Aretha Franklin, Begging Bowls of Need, and the Fire of Love
I went to see the documentary Amazing Grace yesterday and cried more than once watching Aretha Franklin sing. I have come to recognize the eyes of those who lost mothers too young, and I saw it in Aretha and so that was also on my mind as I watched her perform, the curiousity of what happened to her.
Her father, a preacher, is in the documentary, and a part that also made me cry was when he dried her face rough-tenderly as she was singing at the piano, as one might wipe the face of a baby. It was a gesture of care and authority and struck me as both deeply loving and disturbing. Would Mick Jagger’s mother step up to him while he was singing I Can’t Get No Satisfaction and thoroughly dry his face with her handkerchief? Would anyone wipe my face with such ownership and care?
The documentary was shot in 1972 at the New Temple Missionary Baptist Church in Watts, Los Angeles, over the two days Aretha was recording her gospel album. Sydney Pollack was shooting a documentary of the event that was never released until now. The movie could have been shot by a 12 year old, and the rough cinematography mirrors the energy, I think, of the event. You feel like you are there, sweating, swooning, on the edge of jumping out of your seat to praise Aretha and Jesus and the holy wild life of gospel music and black community (and white photographers and Mick Jagger).
It’s a strange experience to have someone sing in a way that makes you believe in Jesus, in God, in all that is holy and possible and to look at her eyes and to feel like the person who is creating all this magic is…is…either in another room or very tired or something I can’t even imagine. I worried about Aretha as I watched her sing. Something did not seem right, but I also thought that maybe the cost of transmitting the holy is that you must set yourself aside and let run through you what was being sent by this thing that is so much bigger than you.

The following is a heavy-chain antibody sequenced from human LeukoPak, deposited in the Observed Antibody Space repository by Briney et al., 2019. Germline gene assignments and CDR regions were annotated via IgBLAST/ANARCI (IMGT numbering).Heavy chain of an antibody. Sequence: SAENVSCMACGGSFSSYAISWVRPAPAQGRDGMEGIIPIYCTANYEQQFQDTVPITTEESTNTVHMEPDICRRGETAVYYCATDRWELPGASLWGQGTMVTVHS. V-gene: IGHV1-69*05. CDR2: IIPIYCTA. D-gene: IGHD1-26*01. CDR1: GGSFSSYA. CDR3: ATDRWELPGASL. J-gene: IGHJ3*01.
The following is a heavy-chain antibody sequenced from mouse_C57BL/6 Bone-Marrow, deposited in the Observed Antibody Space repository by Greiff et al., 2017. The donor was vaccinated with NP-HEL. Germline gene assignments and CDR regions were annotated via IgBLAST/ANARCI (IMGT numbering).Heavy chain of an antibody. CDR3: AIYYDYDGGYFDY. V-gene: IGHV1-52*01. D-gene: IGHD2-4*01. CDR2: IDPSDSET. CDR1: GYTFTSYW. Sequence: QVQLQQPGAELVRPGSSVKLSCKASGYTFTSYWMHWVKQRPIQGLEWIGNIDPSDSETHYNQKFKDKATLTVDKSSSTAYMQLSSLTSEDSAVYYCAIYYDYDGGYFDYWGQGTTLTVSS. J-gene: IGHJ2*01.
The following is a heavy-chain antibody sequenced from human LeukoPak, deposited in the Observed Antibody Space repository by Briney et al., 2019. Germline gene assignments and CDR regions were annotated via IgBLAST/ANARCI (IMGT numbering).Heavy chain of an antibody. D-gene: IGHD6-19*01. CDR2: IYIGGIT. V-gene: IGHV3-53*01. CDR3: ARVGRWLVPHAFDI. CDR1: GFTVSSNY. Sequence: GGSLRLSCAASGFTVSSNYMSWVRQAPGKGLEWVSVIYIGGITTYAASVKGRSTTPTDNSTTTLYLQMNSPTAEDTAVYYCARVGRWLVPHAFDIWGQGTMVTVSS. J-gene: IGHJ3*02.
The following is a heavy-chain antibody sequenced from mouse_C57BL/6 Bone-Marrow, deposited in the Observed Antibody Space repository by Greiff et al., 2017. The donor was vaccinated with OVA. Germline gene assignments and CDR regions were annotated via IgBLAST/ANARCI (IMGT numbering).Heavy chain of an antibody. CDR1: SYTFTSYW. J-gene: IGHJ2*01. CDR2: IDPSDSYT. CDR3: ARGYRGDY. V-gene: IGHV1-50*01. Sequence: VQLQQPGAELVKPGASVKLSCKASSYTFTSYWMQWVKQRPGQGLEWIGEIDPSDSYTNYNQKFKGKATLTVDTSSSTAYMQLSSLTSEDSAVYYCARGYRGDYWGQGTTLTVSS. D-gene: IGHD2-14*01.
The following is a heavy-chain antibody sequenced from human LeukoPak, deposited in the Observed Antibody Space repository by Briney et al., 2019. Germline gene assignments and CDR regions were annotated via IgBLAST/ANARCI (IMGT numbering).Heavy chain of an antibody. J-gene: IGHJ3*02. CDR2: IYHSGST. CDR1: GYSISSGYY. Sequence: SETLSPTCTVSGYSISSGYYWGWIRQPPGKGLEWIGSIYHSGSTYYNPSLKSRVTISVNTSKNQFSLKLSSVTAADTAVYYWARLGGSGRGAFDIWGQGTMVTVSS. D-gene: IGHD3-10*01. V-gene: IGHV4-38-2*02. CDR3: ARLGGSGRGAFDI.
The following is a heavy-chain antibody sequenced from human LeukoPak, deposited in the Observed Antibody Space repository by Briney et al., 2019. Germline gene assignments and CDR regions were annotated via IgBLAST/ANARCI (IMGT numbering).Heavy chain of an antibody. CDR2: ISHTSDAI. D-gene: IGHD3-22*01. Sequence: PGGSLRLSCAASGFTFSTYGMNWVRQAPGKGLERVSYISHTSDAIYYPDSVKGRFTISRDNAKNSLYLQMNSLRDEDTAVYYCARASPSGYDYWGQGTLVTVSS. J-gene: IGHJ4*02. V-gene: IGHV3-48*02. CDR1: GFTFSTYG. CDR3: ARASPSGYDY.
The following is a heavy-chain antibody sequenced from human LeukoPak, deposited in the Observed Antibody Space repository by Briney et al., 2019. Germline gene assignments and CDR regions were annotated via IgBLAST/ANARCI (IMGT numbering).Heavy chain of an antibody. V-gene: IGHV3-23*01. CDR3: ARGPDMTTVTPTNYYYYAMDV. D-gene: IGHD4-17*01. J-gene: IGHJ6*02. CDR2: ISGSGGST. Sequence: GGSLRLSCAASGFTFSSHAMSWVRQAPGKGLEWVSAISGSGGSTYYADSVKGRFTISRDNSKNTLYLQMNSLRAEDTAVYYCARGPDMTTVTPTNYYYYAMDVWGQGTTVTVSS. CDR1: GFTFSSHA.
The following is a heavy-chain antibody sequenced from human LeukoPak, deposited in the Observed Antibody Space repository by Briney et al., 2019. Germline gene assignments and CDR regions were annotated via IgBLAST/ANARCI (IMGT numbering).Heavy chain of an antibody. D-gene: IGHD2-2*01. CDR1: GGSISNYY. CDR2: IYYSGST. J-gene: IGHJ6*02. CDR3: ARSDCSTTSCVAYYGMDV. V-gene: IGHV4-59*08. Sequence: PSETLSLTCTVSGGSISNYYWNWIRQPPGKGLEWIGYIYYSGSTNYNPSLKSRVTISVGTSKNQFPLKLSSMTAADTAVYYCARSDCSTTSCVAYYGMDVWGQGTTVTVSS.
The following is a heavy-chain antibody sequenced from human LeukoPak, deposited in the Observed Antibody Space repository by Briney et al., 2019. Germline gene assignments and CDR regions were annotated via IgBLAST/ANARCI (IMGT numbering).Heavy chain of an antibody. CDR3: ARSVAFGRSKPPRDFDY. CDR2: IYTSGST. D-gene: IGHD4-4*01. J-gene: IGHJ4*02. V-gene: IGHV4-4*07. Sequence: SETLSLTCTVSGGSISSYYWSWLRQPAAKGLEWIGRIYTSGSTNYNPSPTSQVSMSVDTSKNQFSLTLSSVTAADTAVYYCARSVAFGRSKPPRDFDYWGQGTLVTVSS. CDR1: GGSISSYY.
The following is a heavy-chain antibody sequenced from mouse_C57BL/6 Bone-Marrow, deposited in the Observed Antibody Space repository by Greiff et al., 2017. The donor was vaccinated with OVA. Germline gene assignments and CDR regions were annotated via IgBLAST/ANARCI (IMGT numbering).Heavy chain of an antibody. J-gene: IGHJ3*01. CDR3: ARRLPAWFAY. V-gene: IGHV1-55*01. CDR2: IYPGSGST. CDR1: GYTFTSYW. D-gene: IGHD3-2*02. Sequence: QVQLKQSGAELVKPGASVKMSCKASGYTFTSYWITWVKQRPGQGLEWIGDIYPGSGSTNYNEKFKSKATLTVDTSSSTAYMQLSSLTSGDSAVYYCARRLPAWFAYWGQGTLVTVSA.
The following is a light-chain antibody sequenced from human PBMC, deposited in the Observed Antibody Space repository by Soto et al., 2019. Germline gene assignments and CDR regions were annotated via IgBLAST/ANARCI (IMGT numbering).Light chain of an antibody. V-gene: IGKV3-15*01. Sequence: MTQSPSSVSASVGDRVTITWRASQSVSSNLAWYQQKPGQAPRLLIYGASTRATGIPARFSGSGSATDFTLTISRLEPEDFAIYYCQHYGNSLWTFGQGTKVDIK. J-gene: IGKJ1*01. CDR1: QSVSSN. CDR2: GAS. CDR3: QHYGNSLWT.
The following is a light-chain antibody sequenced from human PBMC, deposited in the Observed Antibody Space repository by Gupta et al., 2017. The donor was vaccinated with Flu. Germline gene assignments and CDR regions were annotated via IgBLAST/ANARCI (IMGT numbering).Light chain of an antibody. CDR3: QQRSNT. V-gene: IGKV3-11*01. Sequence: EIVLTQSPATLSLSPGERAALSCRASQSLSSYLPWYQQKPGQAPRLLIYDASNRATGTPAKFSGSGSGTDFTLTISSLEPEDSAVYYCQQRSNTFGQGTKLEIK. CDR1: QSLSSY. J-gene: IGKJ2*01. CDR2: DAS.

At one point when she was singing Amazing Grace, her friend the Reverend James Cleveland, who sang and played the piano and acted as the master of ceremonies, stepped away from the stage to sit down, drop his head in his hands, and sob. I had this feeling that Aretha was carrying the fire of love in her chest, and she was sharing it with everyone in the church, and they knew it, they knew what was happening, and the fire was alive in their chests and it had made a grown man sit down and bawl like a child.
I saw that this was Aretha’s job, to share the fire she carried with others. This is costly work. It made me think about how I walk around with my begging bowl of needs in my hands, how I carry this bowl in front of me and focus on it: Please let me have enough. Please let me get what I want. Me. Me. Me. Me. Hunger. Hunger. Fear. Fear. Never enough. More please more. My begging bowl, the focus of my life, is so pathetic. It’s so small.
The fire in the heart, the fire of the heart, the fire of love, is dangerous and big and, I believe, the reason we are on the planet: we are here, I think, to feel this fire and to share it. It’s dangerous because it’s not about us as individuals. It’s about praise and love and how can I help you because you and I are the same fire and what you need, I need. It’s not something we control. It’s not something we have to work to fill or please others to fill. We just need to be ourselves and to recognize and dive into the belief that our hearts were built to burn.